Industry News Details

The Risks of AutoML and How to Avoid Them Posted on : Feb 21 - 2020

When Google Flu Trends was launched in 2009, Google’s chief economist, Hal Varian, explained that search trends could be used to “predict the present.” At the time, the notion that useful patterns and insights could be extracted from large-scale search query data made perfect sense. After all, many users’ digital journeys begin with a search query — including 8 out of 10 people seeking health-related information. So what could possibly go wrong? The answer is infamous in the business and data science communities. Google Flu was shut down in 2015 after the tool’s forecasts overestimated flu levels by nearly 100% relative to data provided by the Centers for Disease Control. Critics were quick to point to the project as the poster-child for big data hubris — the fallacy that inductive reasoning fueled by copious amounts of data can supplant traditional, deductive analysis guided by human hypotheses.

More recently, organizations have shifted towards amplifying predictive power by coupling big data with complex, automated machine learning (autoML). AutoML, which uses machine learning to generate better machine learning, is advertised as affording opportunities to “democratize machine learning” by allowing firms with limited data science expertise to develop analytical pipelines capable of solving sophisticated business problems. In a Kaggle prediction competition held just a few months back, an autoML engine pitted against some of the best data scientists in the world finished second after leading most of the way. However, these advancements have raised concerns about AI hubris. By commoditizing machine learning for process improvement, autoML once again raises questions about what the interplay between data, models, and human experts should look like. What does all this mean for managing in an AI-enabled world?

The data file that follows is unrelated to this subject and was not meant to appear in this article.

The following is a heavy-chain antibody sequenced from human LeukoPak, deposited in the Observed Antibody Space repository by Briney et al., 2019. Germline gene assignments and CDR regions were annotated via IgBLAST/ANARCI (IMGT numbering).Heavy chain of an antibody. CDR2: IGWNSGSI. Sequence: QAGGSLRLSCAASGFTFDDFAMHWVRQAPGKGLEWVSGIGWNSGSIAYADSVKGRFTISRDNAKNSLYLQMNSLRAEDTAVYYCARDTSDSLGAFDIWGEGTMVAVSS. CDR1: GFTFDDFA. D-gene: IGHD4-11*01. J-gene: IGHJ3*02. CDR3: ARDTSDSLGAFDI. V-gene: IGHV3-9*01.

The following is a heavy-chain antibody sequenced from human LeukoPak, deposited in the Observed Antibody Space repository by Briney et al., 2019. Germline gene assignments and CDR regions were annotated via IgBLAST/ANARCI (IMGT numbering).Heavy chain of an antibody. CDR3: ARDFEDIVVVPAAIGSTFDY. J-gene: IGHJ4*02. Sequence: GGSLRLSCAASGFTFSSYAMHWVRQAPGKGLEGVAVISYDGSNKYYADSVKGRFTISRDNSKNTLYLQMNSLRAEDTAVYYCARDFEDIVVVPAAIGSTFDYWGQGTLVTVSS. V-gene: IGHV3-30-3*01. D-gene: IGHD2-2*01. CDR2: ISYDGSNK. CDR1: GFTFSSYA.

In our federally-funded project (with Rick Netemeyer and Donald Adjeroh), we are examining the efficacy of detecting adverse events from large quantities of digital user-generated content. It is critical for companies in many settings to monitor for adverse events related to their products or services — for instance, unknown drug side effects, children’s toy hazards, or issues leading to automobile recalls. The project’s goal is somewhat analogous to Google Flu’s original objective — use machine learning to generate accurate and timely signals for enhanced awareness of these potential adverse events. View More